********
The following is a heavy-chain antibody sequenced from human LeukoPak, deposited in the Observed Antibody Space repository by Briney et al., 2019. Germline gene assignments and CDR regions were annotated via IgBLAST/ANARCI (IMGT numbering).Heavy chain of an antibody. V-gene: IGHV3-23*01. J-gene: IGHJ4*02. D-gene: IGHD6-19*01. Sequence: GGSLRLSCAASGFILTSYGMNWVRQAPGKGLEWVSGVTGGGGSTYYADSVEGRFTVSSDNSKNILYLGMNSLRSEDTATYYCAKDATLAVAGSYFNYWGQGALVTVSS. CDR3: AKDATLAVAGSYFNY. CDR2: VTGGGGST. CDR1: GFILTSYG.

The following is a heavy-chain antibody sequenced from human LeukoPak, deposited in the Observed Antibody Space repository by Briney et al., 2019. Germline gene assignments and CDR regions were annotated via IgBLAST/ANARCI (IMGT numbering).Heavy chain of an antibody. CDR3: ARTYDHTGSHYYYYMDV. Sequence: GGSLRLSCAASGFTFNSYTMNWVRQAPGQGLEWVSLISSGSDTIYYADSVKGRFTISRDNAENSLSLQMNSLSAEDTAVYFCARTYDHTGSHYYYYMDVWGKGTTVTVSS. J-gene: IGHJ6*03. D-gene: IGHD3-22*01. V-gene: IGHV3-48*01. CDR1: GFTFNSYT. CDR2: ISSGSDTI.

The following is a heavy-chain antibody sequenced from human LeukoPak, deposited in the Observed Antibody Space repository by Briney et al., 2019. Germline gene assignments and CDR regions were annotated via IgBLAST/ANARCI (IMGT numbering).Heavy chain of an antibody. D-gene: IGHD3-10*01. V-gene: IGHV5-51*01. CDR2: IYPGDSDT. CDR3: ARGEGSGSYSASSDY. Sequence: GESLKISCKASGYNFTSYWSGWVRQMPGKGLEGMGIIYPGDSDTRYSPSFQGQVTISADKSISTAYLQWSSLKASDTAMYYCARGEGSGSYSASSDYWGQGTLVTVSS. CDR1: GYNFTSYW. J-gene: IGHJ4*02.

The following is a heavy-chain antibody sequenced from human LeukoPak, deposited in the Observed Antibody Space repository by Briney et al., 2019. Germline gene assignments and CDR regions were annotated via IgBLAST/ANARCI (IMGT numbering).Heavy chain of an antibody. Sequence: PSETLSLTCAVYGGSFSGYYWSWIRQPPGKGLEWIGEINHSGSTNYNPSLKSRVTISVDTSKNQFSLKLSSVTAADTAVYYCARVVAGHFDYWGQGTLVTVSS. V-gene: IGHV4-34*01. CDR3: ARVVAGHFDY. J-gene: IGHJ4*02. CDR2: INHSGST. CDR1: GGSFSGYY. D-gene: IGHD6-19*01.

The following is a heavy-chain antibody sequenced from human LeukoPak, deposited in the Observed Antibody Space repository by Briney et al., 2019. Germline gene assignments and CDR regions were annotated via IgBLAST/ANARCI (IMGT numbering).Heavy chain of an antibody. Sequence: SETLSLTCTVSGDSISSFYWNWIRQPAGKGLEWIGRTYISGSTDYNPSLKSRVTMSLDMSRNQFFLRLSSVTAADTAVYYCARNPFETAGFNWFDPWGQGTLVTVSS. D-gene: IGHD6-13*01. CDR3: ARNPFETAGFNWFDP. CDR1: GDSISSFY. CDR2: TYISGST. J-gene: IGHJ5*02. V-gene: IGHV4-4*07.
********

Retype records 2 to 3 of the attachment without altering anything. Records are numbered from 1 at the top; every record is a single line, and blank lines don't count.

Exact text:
The following is a heavy-chain antibody sequenced from human LeukoPak, deposited in the Observed Antibody Space repository by Briney et al., 2019. Germline gene assignments and CDR regions were annotated via IgBLAST/ANARCI (IMGT numbering).Heavy chain of an antibody. CDR3: ARTYDHTGSHYYYYMDV. Sequence: GGSLRLSCAASGFTFNSYTMNWVRQAPGQGLEWVSLISSGSDTIYYADSVKGRFTISRDNAENSLSLQMNSLSAEDTAVYFCARTYDHTGSHYYYYMDVWGKGTTVTVSS. J-gene: IGHJ6*03. D-gene: IGHD3-22*01. V-gene: IGHV3-48*01. CDR1: GFTFNSYT. CDR2: ISSGSDTI.

The following is a heavy-chain antibody sequenced from human LeukoPak, deposited in the Observed Antibody Space repository by Briney et al., 2019. Germline gene assignments and CDR regions were annotated via IgBLAST/ANARCI (IMGT numbering).Heavy chain of an antibody. D-gene: IGHD3-10*01. V-gene: IGHV5-51*01. CDR2: IYPGDSDT. CDR3: ARGEGSGSYSASSDY. Sequence: GESLKISCKASGYNFTSYWSGWVRQMPGKGLEGMGIIYPGDSDTRYSPSFQGQVTISADKSISTAYLQWSSLKASDTAMYYCARGEGSGSYSASSDYWGQGTLVTVSS. CDR1: GYNFTSYW. J-gene: IGHJ4*02.